What distinguishes permaculture from other holistic design or growing methods is that it aims to create more than a system of sustainable agriculture or organic horticulture; it uses (eco) systems thinking to explore the drivers and ideas behind more lasting, permanent cultures. Its ethics and principles can be applied to living systems (gardens, farms, woodlands, watersheds), urban and rural environments, educational projects and social systems.
Permaculture’s three ethics are Earth Care, People Care and a third that has been variously named as Fair Shares, limits to growth or redistribution of surplus. All three of these could be integrated into one over-arching principle, Future Care, which Starhawk suggested in 2014,1 which she in turn learnt from the African Permaculture School.
Future care integrates limits to growth because it understands that we live on a finite planet with finite resources. If we are planning our designs and projects in the context of caring for the future generation, we need to factor in not just the near future, a time when we are still alive or even the span of our children’s lives, we need to think in terms of seven generations.
Seven generation stewardship is associated with the Iroquois Nation and is called the Great Law of the Iroquois.2 In this law, seven generations ahead were counted as 140 years into the future. Decisions made today should benefit the children of seven generations, the unborn of the future Nation. Imagine if our planning and projects could futurecast to the degree that we aim to enhance and regenerate resources for centuries.
I do not want to culturally appropriate Native American teachings but to respectfully celebrate and contextualise future care within the wisdom of the indigenous worldview. Bill Mollison, permaculture’s co-originator, grew up in Tasmania in the 1930s. He became a tracker, hunter, fisherman and backwoodsman, spending weeks in the temperate rainforests. He had the deepest respect for Aboriginal cultures and later Bill independently researched and published a three-volume treatise on the history and genealogies of the descendants of the Tasmanian aborigines. He went on to learn from indigenous people all over the world and their teachings influenced him deeply. It is widely thought that the indigenous worldview was a vital aspect in the genesis of permaculture thinking to Bill (though sadly he didn’t explicitly reference it).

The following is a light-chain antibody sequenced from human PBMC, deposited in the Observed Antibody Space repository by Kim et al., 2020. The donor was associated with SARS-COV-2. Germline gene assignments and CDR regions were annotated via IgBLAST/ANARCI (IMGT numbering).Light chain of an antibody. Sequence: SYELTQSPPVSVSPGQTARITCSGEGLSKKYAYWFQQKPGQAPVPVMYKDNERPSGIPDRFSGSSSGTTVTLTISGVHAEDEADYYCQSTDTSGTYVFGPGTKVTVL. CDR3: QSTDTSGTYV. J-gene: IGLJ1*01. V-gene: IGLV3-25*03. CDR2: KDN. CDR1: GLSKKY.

Native American teachings respect and call upon the wisdom of the Ancestors. We receive our heritage from the last seven generations – for better for worse – and by adopting the ethic of future care we strive to build a world fit for the next seven generations. We therefore stand in the present between these two dimensions of time, past and future, between the last seven generations and the next seven generations. We are the Determiners who stand in an inter-generational place and have the capacity and privilege to align our dreams and visions, projects and designs with the past and for the benefit of the future. This approach ensures that we do not deplete finite resources or poison the land or water for future generations. Instead, we aim to design and implement abundant and regenerative systems for future generations.